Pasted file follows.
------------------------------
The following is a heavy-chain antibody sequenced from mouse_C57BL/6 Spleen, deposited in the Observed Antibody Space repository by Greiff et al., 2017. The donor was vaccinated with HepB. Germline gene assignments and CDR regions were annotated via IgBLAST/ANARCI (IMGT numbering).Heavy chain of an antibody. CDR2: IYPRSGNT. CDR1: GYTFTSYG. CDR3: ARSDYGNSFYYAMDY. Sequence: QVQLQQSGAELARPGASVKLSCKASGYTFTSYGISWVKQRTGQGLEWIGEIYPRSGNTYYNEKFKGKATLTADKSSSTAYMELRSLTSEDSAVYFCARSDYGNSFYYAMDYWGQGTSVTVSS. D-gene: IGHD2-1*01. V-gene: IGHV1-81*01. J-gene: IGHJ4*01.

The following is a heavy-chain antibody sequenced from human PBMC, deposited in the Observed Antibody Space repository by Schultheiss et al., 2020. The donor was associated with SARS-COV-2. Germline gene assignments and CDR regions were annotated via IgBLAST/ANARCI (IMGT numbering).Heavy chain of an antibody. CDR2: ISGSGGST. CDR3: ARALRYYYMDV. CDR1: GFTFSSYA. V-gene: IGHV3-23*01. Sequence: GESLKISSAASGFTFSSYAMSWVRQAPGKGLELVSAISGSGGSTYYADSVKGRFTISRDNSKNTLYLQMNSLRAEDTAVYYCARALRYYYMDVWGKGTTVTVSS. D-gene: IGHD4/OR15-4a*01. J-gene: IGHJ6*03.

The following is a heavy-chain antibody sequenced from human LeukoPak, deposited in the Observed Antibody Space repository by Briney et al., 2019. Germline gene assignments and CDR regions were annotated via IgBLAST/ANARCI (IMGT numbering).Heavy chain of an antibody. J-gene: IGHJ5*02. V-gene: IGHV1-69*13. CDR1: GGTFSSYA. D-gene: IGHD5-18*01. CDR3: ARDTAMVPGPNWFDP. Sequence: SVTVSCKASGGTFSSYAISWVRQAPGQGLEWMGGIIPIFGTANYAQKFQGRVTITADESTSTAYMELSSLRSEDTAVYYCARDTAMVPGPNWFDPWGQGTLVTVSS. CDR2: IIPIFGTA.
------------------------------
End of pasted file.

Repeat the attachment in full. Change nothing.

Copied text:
The following is a heavy-chain antibody sequenced from mouse_C57BL/6 Spleen, deposited in the Observed Antibody Space repository by Greiff et al., 2017. The donor was vaccinated with HepB. Germline gene assignments and CDR regions were annotated via IgBLAST/ANARCI (IMGT numbering).Heavy chain of an antibody. CDR2: IYPRSGNT. CDR1: GYTFTSYG. CDR3: ARSDYGNSFYYAMDY. Sequence: QVQLQQSGAELARPGASVKLSCKASGYTFTSYGISWVKQRTGQGLEWIGEIYPRSGNTYYNEKFKGKATLTADKSSSTAYMELRSLTSEDSAVYFCARSDYGNSFYYAMDYWGQGTSVTVSS. D-gene: IGHD2-1*01. V-gene: IGHV1-81*01. J-gene: IGHJ4*01.

The following is a heavy-chain antibody sequenced from human PBMC, deposited in the Observed Antibody Space repository by Schultheiss et al., 2020. The donor was associated with SARS-COV-2. Germline gene assignments and CDR regions were annotated via IgBLAST/ANARCI (IMGT numbering).Heavy chain of an antibody. CDR2: ISGSGGST. CDR3: ARALRYYYMDV. CDR1: GFTFSSYA. V-gene: IGHV3-23*01. Sequence: GESLKISSAASGFTFSSYAMSWVRQAPGKGLELVSAISGSGGSTYYADSVKGRFTISRDNSKNTLYLQMNSLRAEDTAVYYCARALRYYYMDVWGKGTTVTVSS. D-gene: IGHD4/OR15-4a*01. J-gene: IGHJ6*03.

The following is a heavy-chain antibody sequenced from human LeukoPak, deposited in the Observed Antibody Space repository by Briney et al., 2019. Germline gene assignments and CDR regions were annotated via IgBLAST/ANARCI (IMGT numbering).Heavy chain of an antibody. J-gene: IGHJ5*02. V-gene: IGHV1-69*13. CDR1: GGTFSSYA. D-gene: IGHD5-18*01. CDR3: ARDTAMVPGPNWFDP. Sequence: SVTVSCKASGGTFSSYAISWVRQAPGQGLEWMGGIIPIFGTANYAQKFQGRVTITADESTSTAYMELSSLRSEDTAVYYCARDTAMVPGPNWFDPWGQGTLVTVSS. CDR2: IIPIFGTA.